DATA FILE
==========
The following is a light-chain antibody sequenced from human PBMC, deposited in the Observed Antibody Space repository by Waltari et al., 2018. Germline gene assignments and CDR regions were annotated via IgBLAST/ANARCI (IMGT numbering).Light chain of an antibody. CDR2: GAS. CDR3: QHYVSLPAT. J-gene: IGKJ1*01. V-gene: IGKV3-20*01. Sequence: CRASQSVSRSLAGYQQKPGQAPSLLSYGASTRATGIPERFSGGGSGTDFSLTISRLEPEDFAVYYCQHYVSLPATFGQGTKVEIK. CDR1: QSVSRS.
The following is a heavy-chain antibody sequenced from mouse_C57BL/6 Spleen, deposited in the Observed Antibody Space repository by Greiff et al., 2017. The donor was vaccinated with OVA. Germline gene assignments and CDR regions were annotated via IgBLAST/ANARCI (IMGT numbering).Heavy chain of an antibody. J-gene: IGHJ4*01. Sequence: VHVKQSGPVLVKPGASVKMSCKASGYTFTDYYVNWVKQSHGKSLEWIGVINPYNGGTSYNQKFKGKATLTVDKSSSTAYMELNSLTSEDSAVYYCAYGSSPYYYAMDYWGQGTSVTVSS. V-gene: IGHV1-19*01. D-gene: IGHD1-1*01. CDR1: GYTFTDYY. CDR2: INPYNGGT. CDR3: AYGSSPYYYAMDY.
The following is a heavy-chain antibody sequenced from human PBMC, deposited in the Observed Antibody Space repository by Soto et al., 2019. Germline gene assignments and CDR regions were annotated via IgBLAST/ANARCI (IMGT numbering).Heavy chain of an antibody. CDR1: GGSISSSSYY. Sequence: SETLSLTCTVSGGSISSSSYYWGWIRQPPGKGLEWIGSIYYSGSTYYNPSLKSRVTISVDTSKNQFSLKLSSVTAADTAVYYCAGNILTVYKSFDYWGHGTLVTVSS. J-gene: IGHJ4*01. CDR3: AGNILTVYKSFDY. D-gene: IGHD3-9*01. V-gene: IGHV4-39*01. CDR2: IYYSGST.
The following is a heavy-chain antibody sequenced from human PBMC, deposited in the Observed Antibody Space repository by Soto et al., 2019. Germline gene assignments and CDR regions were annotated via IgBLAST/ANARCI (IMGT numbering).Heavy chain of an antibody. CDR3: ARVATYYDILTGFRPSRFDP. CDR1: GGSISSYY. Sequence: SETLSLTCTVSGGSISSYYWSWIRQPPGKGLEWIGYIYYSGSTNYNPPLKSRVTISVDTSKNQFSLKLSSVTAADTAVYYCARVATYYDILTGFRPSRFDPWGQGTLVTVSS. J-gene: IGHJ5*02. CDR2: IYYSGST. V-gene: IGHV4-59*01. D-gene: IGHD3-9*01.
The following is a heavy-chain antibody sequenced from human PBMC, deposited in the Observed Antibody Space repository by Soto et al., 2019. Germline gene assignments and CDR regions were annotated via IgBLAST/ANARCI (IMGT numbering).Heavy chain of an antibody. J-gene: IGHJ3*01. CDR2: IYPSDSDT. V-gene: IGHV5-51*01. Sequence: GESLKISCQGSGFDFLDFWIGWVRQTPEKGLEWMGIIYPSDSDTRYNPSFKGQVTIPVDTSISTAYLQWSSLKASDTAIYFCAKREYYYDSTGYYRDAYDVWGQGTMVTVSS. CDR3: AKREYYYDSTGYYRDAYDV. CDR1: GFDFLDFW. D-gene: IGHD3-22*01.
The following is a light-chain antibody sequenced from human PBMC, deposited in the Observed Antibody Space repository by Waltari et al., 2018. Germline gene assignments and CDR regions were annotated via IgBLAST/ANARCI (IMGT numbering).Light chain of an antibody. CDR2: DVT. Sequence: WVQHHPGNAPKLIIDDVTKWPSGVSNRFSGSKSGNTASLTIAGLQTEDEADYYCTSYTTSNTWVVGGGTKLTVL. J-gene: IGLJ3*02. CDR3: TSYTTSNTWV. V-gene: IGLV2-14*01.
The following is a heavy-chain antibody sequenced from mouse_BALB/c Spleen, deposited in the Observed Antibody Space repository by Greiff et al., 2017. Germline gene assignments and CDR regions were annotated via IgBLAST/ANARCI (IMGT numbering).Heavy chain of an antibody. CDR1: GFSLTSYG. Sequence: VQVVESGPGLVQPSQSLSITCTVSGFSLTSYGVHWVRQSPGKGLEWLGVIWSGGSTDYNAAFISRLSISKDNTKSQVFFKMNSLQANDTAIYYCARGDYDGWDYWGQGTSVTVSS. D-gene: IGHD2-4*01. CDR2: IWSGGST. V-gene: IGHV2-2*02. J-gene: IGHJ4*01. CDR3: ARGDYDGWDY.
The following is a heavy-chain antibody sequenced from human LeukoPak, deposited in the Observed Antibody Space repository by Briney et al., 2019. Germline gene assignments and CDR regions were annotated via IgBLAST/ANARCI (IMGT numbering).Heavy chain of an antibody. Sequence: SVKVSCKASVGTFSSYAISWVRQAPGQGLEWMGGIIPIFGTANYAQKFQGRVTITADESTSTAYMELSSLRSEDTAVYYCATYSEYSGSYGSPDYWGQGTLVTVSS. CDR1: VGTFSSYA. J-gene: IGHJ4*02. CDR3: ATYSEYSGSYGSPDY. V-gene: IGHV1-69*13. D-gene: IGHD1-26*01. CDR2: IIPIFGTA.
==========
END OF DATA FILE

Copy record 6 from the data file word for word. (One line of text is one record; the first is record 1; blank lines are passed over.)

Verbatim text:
The following is a light-chain antibody sequenced from human PBMC, deposited in the Observed Antibody Space repository by Waltari et al., 2018. Germline gene assignments and CDR regions were annotated via IgBLAST/ANARCI (IMGT numbering).Light chain of an antibody. CDR2: DVT. Sequence: WVQHHPGNAPKLIIDDVTKWPSGVSNRFSGSKSGNTASLTIAGLQTEDEADYYCTSYTTSNTWVVGGGTKLTVL. J-gene: IGLJ3*02. CDR3: TSYTTSNTWV. V-gene: IGLV2-14*01.